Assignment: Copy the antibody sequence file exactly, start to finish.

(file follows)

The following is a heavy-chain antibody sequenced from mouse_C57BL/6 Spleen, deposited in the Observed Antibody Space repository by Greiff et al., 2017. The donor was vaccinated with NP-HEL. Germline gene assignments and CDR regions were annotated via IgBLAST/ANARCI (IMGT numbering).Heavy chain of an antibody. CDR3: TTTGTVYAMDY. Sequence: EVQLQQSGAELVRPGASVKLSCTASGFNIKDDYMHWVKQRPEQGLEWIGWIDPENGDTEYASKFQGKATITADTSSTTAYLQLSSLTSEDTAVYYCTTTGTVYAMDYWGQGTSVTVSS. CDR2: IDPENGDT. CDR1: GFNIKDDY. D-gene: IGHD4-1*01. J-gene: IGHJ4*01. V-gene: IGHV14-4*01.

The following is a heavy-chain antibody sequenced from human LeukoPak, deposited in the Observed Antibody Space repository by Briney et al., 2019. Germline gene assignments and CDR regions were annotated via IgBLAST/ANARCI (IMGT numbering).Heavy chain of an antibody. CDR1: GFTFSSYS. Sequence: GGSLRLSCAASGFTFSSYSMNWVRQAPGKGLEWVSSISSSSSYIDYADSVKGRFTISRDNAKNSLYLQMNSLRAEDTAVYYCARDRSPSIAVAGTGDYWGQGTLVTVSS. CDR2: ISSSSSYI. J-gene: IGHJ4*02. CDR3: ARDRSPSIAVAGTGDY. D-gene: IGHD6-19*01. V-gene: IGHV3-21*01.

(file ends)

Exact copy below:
The following is a heavy-chain antibody sequenced from mouse_C57BL/6 Spleen, deposited in the Observed Antibody Space repository by Greiff et al., 2017. The donor was vaccinated with NP-HEL. Germline gene assignments and CDR regions were annotated via IgBLAST/ANARCI (IMGT numbering).Heavy chain of an antibody. CDR3: TTTGTVYAMDY. Sequence: EVQLQQSGAELVRPGASVKLSCTASGFNIKDDYMHWVKQRPEQGLEWIGWIDPENGDTEYASKFQGKATITADTSSTTAYLQLSSLTSEDTAVYYCTTTGTVYAMDYWGQGTSVTVSS. CDR2: IDPENGDT. CDR1: GFNIKDDY. D-gene: IGHD4-1*01. J-gene: IGHJ4*01. V-gene: IGHV14-4*01.

The following is a heavy-chain antibody sequenced from human LeukoPak, deposited in the Observed Antibody Space repository by Briney et al., 2019. Germline gene assignments and CDR regions were annotated via IgBLAST/ANARCI (IMGT numbering).Heavy chain of an antibody. CDR1: GFTFSSYS. Sequence: GGSLRLSCAASGFTFSSYSMNWVRQAPGKGLEWVSSISSSSSYIDYADSVKGRFTISRDNAKNSLYLQMNSLRAEDTAVYYCARDRSPSIAVAGTGDYWGQGTLVTVSS. CDR2: ISSSSSYI. J-gene: IGHJ4*02. CDR3: ARDRSPSIAVAGTGDY. D-gene: IGHD6-19*01. V-gene: IGHV3-21*01.